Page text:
As I continued to concentrate on the game, I could see above my head, the barrier fence bending over top of me. The Hondurans were rocking the fence with such force, it was a like a fan going back and forth right above me. This went on for about 10 minutes, but it felt like a lifetime. It finally went back to normal after Honduras scored. The fans backed off, the military and dogs backed off and I could breathe a little easier.
You were once an amateur player. Should every referee have once played the game to get a full appreciation of what it's like to be a competitor?
Having the opportunity to know what it’s like to be a player can be very helpful. You have an understanding of what a player is thinking and attempting to do on the field that may help you in your decision making. Saying that, I don’t think it’s necessary for someone to play at the highest level, but just competing at any level will give you a better sense of the game overall.
You were part of the officiating crew in the first six MLS Cup finals, including the 2000 at RFK Stadium in Washington, DC. How much pressure do the officials feel going into a big game like that?
I think every referee handles it differently. I remember being very nervous, as I was in every game, but I was also extremely confident. I had a terrific crew and that eased the pressure. Although, the game was in DC and I lived in Baltimore, so there was a little added pressure as I had a lot of friends and family there.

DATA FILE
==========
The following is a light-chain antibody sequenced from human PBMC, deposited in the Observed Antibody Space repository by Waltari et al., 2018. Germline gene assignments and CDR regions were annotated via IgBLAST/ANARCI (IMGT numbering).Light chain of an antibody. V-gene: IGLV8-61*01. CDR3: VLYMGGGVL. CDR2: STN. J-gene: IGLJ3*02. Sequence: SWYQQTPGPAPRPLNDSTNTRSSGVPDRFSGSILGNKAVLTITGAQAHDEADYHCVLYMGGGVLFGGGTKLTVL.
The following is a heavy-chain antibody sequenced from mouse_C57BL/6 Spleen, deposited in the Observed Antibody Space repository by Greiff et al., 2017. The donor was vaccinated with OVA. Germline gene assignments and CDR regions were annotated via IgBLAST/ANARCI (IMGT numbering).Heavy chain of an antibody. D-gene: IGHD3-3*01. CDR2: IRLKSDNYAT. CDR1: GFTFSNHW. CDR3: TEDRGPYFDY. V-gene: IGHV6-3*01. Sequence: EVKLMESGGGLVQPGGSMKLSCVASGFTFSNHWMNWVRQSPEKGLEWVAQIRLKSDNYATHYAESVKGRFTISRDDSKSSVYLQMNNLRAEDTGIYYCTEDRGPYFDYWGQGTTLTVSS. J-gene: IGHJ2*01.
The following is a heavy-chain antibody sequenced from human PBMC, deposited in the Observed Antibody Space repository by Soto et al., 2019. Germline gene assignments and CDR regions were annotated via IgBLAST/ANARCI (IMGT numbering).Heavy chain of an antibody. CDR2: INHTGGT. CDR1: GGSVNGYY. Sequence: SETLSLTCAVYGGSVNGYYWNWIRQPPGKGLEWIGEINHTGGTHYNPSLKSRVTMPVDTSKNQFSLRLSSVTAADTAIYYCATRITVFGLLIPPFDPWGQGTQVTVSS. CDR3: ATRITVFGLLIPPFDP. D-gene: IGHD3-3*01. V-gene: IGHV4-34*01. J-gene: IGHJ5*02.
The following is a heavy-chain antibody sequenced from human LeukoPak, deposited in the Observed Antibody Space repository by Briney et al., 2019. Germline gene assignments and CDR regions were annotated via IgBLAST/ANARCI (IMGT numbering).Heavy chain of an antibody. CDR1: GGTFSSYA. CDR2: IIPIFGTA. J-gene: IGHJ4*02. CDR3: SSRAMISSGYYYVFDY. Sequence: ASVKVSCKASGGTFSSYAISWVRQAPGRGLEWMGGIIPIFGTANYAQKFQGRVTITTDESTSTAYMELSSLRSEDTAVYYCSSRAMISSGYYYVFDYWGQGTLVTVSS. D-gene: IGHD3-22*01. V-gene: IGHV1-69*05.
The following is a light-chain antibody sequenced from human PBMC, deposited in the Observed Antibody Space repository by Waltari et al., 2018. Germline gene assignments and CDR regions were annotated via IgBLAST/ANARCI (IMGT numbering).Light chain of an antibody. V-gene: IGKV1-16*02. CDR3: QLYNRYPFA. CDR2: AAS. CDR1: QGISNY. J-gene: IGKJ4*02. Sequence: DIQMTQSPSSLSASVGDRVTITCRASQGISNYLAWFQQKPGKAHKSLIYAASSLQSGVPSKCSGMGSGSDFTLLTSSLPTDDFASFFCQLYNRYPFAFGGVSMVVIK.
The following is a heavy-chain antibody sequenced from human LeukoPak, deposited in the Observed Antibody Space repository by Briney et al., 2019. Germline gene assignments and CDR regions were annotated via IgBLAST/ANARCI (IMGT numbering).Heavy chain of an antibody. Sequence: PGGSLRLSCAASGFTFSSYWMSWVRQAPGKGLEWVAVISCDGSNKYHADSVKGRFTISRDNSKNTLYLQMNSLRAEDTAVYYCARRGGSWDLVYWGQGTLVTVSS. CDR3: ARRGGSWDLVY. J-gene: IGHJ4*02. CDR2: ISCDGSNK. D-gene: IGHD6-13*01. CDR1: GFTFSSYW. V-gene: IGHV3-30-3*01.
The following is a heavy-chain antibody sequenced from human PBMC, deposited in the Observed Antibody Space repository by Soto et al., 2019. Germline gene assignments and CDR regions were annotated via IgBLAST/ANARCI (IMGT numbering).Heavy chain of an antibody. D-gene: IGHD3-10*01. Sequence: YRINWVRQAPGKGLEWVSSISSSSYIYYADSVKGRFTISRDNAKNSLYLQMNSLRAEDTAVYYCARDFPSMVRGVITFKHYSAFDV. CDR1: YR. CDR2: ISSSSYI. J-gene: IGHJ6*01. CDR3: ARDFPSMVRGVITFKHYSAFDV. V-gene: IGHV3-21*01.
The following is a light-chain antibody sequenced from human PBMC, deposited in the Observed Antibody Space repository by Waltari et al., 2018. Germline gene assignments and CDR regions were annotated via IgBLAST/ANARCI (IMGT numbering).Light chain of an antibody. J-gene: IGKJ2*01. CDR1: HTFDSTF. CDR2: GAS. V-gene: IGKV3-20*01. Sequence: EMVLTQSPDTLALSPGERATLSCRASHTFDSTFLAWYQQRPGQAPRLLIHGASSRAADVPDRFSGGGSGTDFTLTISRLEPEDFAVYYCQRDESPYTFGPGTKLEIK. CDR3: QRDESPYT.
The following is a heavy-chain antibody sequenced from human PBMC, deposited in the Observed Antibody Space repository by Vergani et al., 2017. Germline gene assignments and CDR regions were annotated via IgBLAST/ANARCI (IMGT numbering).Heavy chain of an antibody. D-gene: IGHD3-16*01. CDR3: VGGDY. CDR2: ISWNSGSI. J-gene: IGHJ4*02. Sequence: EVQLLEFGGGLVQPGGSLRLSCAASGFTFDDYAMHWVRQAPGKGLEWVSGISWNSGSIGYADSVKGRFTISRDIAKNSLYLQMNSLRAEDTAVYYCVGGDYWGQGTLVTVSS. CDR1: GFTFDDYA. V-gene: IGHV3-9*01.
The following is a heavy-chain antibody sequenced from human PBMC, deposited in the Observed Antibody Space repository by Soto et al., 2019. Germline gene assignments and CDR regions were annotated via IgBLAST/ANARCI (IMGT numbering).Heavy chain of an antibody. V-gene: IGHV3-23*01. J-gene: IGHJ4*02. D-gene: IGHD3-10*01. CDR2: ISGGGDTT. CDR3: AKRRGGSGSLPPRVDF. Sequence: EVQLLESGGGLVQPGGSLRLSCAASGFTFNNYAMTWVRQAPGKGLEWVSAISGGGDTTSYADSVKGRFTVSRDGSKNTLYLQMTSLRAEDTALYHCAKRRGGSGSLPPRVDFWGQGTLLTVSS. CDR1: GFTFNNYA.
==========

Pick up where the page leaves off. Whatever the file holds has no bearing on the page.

How would you rate the level of officiating in MLS today compared to when the league first started?
It is definitely better now than when MLS started, and we’re continuing to see improvement. With US Soccer giving the referees direction through education and training, the level of officiating has improved tremendously.
What advice would you give to someone looking to become a referee?
Whenever I’m asked this question, I tell people three things: One, you must love what you are going to do. Two, you must always put the game first and yourself second. And three, you must be fair.
How do American referees rate compared to ones from Europe and South America who are involved in competitive matches all year?
At US Soccer, we look at statistics from all over the world. We compare misconduct, penalty kicks, offside, along with other stats and we are right up there with the best soccer countries. We just have to continue to work hard and make sure we’re doing all the little things to improve.